62 pages 2 hours read

Erica Armstrong Dunbar

Never Caught: The Washingtons’ Relentless Pursuit of Their Runaway Slave

Nonfiction | Biography | Adult | Published in 2017

A modern alternative to SparkNotes and CliffsNotes, SuperSummary offers high-quality Study Guides with detailed chapter summaries and analysis of major themes, characters, and more. For select classroom titles, we also provide Teaching Guides with discussion and quiz questions to prompt student engagement.

Summary and Study Guide


In Never Caught: The Washingtons’ Relentless Pursuit of Their Runaway Slave, Erica Armstrong Dunbar traces the life of enslaved woman Ona Judge from shortly before her birth to just after her death. This tracing is bookended by details about the circumstances into which Judge was born and the effect her life had on her family after her passing. To highlight additional historical aspects of the narrative, Dunbar includes an Author’s Note explaining how she became acquainted with Judge’s story, a brief Foreword that provides an overview of Judge’s life, and the text of two interviews given by Judge towards the end of her life. A National Book Award Finalist, Never Caught was originally published in 2017.

Plot Summary

Dunbar first sets the scene for Judge’s arrival, describing the lives of enslaved individuals at Mount Vernon (particularly Judge’s mother, Betty) and introducing George and Martha Washington. For much of the book, Judge’s story is the Washingtons’ story: Judge’s life is dictated completely by their rules, personalities, and movements. Judge becomes enslaved to Martha, serving her every whim and subject to her tempestuous behavior.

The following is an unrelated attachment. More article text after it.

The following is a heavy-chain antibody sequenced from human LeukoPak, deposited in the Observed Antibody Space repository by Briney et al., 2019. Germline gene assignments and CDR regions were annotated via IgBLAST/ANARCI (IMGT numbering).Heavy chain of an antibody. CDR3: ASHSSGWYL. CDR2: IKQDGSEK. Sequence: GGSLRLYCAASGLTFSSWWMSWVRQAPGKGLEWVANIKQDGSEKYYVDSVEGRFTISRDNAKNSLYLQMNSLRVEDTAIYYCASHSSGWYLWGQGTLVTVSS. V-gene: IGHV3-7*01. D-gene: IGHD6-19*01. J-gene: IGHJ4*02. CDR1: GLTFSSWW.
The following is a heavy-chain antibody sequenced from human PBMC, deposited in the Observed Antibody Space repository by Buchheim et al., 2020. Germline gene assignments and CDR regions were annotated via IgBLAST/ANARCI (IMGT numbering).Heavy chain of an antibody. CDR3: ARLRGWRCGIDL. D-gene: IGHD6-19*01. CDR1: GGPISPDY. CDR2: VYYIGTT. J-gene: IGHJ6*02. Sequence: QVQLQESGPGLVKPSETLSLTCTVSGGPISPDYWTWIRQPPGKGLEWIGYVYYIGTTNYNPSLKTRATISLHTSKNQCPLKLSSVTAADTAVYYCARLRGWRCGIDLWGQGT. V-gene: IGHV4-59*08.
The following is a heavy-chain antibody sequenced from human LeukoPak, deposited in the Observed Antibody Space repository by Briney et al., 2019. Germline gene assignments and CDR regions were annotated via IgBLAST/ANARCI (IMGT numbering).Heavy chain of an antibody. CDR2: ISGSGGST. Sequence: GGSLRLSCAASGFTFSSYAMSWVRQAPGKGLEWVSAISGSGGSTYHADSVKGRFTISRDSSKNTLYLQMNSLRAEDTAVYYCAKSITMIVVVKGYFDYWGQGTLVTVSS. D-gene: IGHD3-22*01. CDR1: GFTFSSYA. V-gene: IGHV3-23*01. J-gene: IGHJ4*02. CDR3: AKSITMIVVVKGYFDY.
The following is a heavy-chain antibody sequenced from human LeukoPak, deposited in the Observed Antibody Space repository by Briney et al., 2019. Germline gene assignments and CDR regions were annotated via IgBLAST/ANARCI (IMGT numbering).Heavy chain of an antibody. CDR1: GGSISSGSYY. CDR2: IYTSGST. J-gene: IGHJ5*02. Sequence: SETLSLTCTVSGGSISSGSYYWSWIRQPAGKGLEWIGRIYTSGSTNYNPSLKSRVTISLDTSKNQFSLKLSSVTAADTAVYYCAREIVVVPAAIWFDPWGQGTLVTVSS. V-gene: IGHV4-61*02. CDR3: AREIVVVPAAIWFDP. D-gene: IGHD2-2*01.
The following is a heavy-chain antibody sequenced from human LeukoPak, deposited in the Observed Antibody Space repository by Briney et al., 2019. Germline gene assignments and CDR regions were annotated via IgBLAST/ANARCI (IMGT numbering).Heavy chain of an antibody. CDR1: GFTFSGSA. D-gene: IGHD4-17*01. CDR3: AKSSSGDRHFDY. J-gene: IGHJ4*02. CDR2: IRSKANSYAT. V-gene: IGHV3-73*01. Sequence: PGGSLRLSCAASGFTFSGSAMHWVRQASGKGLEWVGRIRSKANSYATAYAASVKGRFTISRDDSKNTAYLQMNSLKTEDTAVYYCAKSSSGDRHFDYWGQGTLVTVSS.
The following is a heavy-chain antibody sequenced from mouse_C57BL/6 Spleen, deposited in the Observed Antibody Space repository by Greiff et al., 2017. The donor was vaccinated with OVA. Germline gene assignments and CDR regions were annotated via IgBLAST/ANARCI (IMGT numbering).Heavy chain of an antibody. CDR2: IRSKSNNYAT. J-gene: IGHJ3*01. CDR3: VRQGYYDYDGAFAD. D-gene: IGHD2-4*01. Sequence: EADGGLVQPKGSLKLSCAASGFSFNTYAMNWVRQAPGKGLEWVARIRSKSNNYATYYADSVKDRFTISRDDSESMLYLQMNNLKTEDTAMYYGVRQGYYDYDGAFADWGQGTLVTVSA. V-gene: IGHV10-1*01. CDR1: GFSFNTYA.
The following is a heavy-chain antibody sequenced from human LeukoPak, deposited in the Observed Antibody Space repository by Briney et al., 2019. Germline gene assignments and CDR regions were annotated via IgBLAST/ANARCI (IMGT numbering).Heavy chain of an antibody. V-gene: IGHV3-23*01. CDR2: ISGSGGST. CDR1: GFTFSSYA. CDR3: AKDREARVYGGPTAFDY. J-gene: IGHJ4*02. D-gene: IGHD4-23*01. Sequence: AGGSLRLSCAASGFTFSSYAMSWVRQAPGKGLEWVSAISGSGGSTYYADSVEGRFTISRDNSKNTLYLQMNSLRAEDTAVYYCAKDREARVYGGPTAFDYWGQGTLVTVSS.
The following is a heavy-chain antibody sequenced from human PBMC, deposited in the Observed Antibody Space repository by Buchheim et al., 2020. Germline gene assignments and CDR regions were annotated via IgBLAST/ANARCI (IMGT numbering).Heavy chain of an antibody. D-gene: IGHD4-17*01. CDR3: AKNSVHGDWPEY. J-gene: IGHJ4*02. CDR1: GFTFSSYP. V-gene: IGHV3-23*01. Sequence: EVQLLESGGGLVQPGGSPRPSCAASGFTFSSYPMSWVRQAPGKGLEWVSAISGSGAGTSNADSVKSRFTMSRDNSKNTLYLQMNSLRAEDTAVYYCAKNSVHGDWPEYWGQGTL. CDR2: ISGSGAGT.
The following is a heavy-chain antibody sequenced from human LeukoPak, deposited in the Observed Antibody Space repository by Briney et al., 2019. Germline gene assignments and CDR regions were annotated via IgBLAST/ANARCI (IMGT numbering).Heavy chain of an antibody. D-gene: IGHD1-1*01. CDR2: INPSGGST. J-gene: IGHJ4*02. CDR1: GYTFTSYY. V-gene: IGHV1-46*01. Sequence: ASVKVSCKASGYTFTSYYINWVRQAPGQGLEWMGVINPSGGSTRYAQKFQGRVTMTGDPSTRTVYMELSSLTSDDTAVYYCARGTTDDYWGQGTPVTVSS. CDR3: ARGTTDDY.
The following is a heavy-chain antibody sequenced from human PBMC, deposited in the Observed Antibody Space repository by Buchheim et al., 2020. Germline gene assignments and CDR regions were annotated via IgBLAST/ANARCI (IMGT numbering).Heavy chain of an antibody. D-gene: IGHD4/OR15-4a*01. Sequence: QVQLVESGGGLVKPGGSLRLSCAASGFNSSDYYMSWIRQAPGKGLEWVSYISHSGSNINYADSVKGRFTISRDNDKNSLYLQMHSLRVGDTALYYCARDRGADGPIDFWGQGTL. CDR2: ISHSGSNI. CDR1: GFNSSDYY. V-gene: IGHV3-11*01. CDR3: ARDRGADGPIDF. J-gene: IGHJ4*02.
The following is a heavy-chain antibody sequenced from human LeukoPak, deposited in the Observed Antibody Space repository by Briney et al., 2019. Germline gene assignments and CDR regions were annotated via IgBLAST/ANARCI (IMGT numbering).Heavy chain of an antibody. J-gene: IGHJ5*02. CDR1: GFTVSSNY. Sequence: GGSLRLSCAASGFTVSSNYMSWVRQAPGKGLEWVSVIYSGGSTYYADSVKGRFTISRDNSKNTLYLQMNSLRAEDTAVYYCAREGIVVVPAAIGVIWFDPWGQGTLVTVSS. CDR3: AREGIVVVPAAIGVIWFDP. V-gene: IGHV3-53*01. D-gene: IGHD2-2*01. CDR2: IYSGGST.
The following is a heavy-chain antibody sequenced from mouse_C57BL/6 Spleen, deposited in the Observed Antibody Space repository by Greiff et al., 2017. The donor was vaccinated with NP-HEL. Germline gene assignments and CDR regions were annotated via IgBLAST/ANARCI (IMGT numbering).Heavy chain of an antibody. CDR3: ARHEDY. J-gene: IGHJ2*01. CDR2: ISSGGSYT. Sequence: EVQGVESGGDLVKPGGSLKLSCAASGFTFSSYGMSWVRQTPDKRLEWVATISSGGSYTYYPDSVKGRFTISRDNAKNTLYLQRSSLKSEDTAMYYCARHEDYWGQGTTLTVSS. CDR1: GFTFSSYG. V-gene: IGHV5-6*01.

As George becomes president and the family (and those individuals whom the family enslaved) move first to New York and then to Philadelphia, Dunbar weaves in additional stories about Judge’s family members, other “prized” enslaved individuals of the Washington family, and friends of the Washingtons, creating a picture of life for an enslaved person in the late 1700s and the pitfalls they navigated under America’s early leadership. Dunbar also explains how the Washingtons engaged in a complicated shuffling process of moving their enslaved individuals around every six months to avoid the law in Philadelphia that would emancipate said enslaved individuals after six months’ residence.

As Judge grows older and becomes more aware of her situation, Dunbar includes descriptions of free Blacks in Philadelphia and a growing abolitionist movement in the North that ultimately helps persuade Judge to run away. Judge’s true breaking point is the discovery that Martha plans to give Judge as a wedding gift to her temperamental granddaughter, Eliza. The prospect of belonging to Eliza–and the potential for sexual violence from Eliza’s husband–is more than Judge can tolerate.

Judge escapes from the Washingtons in 1796, ultimately taking a boat to Portsmouth, New Hampshire and passing as a free Black woman. She finds work as a domestic and attempts to forge a new life, though she remains haunted by the possibility of being caught and returned to Mount Vernon. She has a near-miss moment with a personal friend of the Washingtons, which alerts them to her presence in New Hampshire. The Washingtons make multiple attempts to recover Judge and interfere with her life as a free Black woman, including sending multiple emissaries to convince her by means of coercion or threats.

In between these attempts, Judge marries a free Black man and becomes pregnant, giving birth to a daughter in 1799. Shortly after, George Washington dies, followed several years later by Martha, yet still Judge technically belongs to Martha’s first husband’s estate. She becomes a symbol of Black freedom and dies around forty-five years after Martha, remaining a free woman until her death. Dunbar wraps up Judge’s story by explaining what happened to Judge’s younger sister; to Martha’s granddaughter to whom Judge’s sister was intended as a gift; and the belief that despite hardship, Judge freedom had been worth it.